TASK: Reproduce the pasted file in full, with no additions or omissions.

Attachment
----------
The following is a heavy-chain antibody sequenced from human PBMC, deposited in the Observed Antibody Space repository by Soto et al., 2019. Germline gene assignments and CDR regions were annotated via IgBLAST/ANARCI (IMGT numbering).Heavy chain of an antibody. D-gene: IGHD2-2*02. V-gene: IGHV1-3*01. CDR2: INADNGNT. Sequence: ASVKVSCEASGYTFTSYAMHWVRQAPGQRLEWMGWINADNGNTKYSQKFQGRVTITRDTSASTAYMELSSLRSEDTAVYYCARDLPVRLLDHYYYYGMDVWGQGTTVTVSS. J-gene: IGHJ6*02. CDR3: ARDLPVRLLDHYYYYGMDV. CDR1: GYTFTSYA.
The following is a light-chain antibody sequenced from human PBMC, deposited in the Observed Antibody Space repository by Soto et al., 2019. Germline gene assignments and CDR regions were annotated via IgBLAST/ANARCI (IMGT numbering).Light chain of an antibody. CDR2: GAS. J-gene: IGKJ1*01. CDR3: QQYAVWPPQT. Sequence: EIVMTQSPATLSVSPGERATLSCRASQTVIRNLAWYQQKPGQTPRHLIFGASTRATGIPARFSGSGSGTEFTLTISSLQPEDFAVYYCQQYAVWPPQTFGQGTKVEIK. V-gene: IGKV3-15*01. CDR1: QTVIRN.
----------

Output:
The following is a heavy-chain antibody sequenced from human PBMC, deposited in the Observed Antibody Space repository by Soto et al., 2019. Germline gene assignments and CDR regions were annotated via IgBLAST/ANARCI (IMGT numbering).Heavy chain of an antibody. D-gene: IGHD2-2*02. V-gene: IGHV1-3*01. CDR2: INADNGNT. Sequence: ASVKVSCEASGYTFTSYAMHWVRQAPGQRLEWMGWINADNGNTKYSQKFQGRVTITRDTSASTAYMELSSLRSEDTAVYYCARDLPVRLLDHYYYYGMDVWGQGTTVTVSS. J-gene: IGHJ6*02. CDR3: ARDLPVRLLDHYYYYGMDV. CDR1: GYTFTSYA.
The following is a light-chain antibody sequenced from human PBMC, deposited in the Observed Antibody Space repository by Soto et al., 2019. Germline gene assignments and CDR regions were annotated via IgBLAST/ANARCI (IMGT numbering).Light chain of an antibody. CDR2: GAS. J-gene: IGKJ1*01. CDR3: QQYAVWPPQT. Sequence: EIVMTQSPATLSVSPGERATLSCRASQTVIRNLAWYQQKPGQTPRHLIFGASTRATGIPARFSGSGSGTEFTLTISSLQPEDFAVYYCQQYAVWPPQTFGQGTKVEIK. V-gene: IGKV3-15*01. CDR1: QTVIRN.